Have a drink with: The Charles W. Morgan
Whaleship, world traveler, cultural ambassador, marine rendering plant
Ask her about: What it smells like to cart around a few dozen sailors in a wooden oil tub with limited cleaning facilities. For three years at a time.
The Charles W. Morgan is the last of the American wooden whaling ships, originally built in 1841 in New Bedford, Massachusetts and retired in the early 20th century after an active whaling career. Normally a floating exhibit at Mystic Seaport, the Morgan has undergone a multi-year, multi-million dollar restoration and is right now under sail around New England for the first time since the 1920’s. She’ll travel from Connecticut to Newport, New Bedford, Cape Cod and Boston before returning home in August, and you can follow the voyage on the Seaport’s various great online and social media streams (hashtag: #38thvoyage).
Now, I love history, but I REALLY love whaling history. To the point that I did a summer internship at a whaling museum while in law school. (Tax law memos or scrimshaw? Duh.) But if you are not me, and chances are you aren’t, what is this Morgan thing all about?
I thought you’d never ask.
In modern conservationist culture whales have come to symbolize both the plight and purity of the environment, and opposition to whaling is so broadly accepted as to be essentially a social norm. In the 19th century, though, whaling was the engine of the world economy, feeding a massive commodities market for whale oil and related products, and whales were regarded as an exploitable resource.
“Death to the living, long live the killers, success to sailors’ wives and greasy luck to whalers.”
– Whaler’s proverb
American whaling rose to its highest point in 19th century New England (especially the antebellum years), when Nantucket and New Bedford dominated the industry and the latter was called the “city that lights the world.”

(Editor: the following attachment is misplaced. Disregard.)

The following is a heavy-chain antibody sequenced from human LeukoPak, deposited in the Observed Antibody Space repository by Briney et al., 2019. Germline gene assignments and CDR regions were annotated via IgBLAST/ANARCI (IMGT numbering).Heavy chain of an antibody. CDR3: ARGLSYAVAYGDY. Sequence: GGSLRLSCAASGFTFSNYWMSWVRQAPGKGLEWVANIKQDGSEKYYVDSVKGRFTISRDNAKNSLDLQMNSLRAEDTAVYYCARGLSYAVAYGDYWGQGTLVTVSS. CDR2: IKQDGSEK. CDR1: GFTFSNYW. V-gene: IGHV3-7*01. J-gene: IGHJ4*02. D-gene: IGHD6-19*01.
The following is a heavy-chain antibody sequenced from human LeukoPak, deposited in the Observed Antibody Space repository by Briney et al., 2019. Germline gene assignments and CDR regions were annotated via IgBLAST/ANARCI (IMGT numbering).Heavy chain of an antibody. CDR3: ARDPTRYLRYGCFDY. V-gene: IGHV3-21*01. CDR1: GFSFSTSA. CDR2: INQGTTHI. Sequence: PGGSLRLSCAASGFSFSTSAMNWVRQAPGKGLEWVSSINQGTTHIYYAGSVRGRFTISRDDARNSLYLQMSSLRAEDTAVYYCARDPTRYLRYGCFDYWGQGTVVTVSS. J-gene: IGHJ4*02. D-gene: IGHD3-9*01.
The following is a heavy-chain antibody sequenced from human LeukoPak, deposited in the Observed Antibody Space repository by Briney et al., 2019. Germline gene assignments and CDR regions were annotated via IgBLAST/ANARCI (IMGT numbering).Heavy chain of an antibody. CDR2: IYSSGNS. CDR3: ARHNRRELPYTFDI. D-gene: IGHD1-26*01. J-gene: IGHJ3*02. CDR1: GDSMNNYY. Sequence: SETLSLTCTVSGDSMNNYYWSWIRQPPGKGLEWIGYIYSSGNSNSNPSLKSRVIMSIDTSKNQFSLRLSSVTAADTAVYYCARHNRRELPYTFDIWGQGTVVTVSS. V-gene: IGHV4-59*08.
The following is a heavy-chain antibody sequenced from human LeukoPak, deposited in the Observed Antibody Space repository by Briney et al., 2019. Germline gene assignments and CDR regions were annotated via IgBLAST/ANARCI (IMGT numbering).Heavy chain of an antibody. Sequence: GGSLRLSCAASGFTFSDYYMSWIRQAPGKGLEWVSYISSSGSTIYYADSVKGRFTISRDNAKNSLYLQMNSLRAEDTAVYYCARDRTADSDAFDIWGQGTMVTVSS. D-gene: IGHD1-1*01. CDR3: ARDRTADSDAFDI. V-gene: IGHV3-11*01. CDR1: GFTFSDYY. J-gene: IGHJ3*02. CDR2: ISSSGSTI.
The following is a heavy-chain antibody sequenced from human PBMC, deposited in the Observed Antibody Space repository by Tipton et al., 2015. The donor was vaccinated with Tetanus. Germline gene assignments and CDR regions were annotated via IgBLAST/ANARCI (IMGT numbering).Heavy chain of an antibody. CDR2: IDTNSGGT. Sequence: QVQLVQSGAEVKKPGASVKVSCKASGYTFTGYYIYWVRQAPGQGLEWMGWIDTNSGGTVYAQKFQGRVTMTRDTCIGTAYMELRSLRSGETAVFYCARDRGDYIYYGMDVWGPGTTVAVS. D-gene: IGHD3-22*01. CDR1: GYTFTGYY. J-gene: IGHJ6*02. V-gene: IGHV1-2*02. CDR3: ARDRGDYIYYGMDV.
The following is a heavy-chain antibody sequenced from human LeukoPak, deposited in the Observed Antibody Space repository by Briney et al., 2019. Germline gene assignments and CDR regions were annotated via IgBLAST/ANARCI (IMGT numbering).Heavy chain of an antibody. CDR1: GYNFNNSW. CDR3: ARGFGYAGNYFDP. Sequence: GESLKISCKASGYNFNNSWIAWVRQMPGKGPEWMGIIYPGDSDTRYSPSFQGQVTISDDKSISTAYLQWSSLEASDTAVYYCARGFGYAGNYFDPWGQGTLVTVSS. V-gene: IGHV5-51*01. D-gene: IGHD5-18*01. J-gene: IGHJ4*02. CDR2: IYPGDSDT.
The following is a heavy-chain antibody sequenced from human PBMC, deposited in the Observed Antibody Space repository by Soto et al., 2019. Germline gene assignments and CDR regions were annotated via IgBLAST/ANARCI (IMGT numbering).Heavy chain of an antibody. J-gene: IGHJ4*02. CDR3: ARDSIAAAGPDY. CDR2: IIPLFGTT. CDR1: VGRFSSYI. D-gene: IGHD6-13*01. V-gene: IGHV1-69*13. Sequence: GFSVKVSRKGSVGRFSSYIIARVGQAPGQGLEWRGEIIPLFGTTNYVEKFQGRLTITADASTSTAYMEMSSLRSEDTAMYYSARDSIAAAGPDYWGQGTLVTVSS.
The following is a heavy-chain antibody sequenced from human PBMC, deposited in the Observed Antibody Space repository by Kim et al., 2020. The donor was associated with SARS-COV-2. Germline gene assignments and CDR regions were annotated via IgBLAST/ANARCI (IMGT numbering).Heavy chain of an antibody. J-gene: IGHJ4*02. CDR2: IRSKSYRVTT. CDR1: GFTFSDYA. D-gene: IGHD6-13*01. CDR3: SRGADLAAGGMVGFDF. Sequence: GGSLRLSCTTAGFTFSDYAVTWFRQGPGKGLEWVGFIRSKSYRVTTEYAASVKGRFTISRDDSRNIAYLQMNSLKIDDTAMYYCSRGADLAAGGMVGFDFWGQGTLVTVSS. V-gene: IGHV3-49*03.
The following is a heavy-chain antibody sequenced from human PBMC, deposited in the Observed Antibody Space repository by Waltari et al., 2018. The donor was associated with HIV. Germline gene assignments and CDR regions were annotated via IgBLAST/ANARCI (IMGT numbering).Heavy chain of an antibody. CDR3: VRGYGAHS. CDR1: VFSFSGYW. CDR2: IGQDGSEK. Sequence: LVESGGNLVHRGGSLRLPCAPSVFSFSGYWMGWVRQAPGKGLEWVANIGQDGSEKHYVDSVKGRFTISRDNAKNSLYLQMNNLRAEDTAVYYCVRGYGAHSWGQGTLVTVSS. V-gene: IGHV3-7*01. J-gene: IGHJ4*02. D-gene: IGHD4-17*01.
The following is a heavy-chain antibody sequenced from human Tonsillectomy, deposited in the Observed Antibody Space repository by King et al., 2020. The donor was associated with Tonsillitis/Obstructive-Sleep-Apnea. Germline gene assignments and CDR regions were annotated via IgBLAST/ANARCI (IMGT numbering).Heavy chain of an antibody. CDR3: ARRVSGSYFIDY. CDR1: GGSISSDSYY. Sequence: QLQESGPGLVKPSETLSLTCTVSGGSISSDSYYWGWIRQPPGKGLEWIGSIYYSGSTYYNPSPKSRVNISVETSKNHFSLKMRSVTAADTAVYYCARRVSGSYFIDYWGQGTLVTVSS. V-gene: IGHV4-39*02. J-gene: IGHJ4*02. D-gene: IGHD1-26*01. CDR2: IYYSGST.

Whaling voyages were difficult trips on squat, hardy square-rigged wooden ships that, frankly, Did Not Smell Good. Voyages could last three or more years at a time and didn’t make the average sailor much (if any) money – the commercial yield from whale oil and spermaceti was astonishing, but the bulk of the money went to owners, agents and others more senior to the typical whaleman. Whaleships were built for long-term utility and high commercial yield, which meant that long trips and full holds were best for business. Herman Melville explained whaling’s payroll system in Moby-Dick:
“I was already aware that in the whaling business they paid no wages; but all hands, including the captain, received shares of the profits called lays, and that these lays were proportioned to the degree of importance pertaining to the respective duties of the ship’s company. I was also aware that being a green hand at whaling, my own lay would not be very large; but considering that I was used to the sea, could steer a ship, splice a role, and all that, I made no doubt that from all I had heard I should be offered at least the 275th lay — that is, the 275th part of the clear net proceeds of the voyage, whatever that might eventually amount to. And though the 275th lay was what they call a rather long lay, yet it was better than nothing; and if we had a lucky voyage, might pretty nearly pay for the clothing I would wear out on it, not to speak of my three years’ beef and board, for which I would not have to pay one stiver.”
The Charles W. Morgan made thirty-seven voyages in her working lifetime.
Whaling was a high-risk profession as well, since the process required harpooning the animal from small whaleboats at a distance from the main ship, towing it back and then stripping the carcass aside the ship for onboard processing into barreled oil.